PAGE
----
Epilepsy is a central nervous system disorder (neurological disorder) in which the nerve cell activity in your brain is disturbed, causing a seizure during which you experience abnormal behavior, symptoms and sensations, including loss of consciousness.

Seizure symptoms vary. Some people with epilepsy simply stare blankly for a few seconds during a seizure, while others repeatedly twitch their arms or legs.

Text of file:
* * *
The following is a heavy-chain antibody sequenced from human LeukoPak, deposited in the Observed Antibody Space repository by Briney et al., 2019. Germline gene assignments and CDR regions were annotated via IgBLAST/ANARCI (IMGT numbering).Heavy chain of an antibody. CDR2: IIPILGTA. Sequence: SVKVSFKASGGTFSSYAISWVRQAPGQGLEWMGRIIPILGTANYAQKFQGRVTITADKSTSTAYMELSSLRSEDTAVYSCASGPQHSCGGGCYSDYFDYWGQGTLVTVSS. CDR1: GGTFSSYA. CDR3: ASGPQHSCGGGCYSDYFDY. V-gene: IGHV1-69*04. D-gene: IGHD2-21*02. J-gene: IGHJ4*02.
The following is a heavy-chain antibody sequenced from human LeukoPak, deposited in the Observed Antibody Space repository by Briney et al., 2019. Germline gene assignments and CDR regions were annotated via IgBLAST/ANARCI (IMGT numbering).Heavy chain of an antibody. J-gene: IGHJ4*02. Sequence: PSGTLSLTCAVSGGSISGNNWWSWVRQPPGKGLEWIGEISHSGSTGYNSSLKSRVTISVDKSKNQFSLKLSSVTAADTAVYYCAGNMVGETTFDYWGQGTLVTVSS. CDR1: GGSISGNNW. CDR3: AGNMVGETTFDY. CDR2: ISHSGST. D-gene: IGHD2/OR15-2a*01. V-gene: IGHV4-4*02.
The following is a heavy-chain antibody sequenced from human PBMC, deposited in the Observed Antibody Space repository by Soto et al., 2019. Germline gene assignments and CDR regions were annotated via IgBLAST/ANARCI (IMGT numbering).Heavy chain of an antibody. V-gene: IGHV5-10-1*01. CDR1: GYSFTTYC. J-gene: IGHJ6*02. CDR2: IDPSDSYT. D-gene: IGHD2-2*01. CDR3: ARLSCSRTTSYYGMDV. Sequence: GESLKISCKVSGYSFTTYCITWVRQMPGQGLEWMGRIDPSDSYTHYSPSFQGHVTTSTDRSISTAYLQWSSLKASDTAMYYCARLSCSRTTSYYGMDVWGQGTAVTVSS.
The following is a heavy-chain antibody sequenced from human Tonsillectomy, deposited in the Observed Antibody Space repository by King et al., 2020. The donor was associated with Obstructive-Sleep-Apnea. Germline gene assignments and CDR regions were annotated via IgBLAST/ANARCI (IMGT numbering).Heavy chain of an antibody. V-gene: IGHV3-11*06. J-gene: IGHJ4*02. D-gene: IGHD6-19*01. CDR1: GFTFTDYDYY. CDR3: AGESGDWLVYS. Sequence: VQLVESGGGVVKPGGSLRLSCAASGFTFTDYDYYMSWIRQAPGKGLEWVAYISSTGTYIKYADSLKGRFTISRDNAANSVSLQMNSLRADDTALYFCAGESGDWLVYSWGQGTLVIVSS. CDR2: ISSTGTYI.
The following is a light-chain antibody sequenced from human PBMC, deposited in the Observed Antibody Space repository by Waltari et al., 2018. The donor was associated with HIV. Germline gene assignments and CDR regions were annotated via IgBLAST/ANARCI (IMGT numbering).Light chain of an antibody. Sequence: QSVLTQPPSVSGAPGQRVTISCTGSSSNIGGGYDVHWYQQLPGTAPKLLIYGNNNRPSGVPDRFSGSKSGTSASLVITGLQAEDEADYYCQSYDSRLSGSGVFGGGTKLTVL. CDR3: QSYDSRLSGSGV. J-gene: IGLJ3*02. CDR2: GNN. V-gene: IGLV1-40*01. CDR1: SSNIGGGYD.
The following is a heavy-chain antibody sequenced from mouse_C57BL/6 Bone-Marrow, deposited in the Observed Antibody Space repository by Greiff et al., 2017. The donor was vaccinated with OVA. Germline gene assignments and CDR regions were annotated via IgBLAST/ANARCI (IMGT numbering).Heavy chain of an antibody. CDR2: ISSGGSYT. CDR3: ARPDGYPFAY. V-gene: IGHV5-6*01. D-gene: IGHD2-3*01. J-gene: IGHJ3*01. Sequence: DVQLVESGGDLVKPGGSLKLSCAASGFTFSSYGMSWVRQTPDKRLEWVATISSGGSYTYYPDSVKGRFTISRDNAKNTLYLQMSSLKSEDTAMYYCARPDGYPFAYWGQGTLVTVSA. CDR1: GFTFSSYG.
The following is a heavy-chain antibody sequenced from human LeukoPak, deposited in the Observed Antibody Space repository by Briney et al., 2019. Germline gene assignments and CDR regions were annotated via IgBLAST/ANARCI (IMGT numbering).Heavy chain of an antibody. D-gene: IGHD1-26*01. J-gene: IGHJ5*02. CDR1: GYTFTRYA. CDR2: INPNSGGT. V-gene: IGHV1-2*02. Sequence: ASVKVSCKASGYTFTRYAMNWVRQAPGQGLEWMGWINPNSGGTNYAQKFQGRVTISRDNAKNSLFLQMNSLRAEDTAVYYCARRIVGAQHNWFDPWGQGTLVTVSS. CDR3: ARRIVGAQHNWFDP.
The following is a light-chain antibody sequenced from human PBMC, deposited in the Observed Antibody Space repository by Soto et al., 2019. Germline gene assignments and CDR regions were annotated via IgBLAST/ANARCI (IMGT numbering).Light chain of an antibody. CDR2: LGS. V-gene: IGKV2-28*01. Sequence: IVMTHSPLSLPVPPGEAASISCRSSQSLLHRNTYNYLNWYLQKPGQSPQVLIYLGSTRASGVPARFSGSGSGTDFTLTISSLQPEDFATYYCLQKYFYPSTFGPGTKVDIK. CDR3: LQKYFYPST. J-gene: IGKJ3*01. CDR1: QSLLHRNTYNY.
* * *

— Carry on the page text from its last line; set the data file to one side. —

About 1 in 100 people in the United States may have an unprovoked seizure once in life. However, a solitary seizure doesn't mean you have epilepsy. At least two unprovoked seizures are generally required for an epilepsy diagnosis.

Even mild seizures may require treatment because they can be dangerous during activities such as driving or swimming. Treatment, which generally includes medications or sometimes surgery, may eliminate or reduce the frequency and intensity of seizures. Some children with epilepsy even outgrow the condition with age.

May. 31, 2013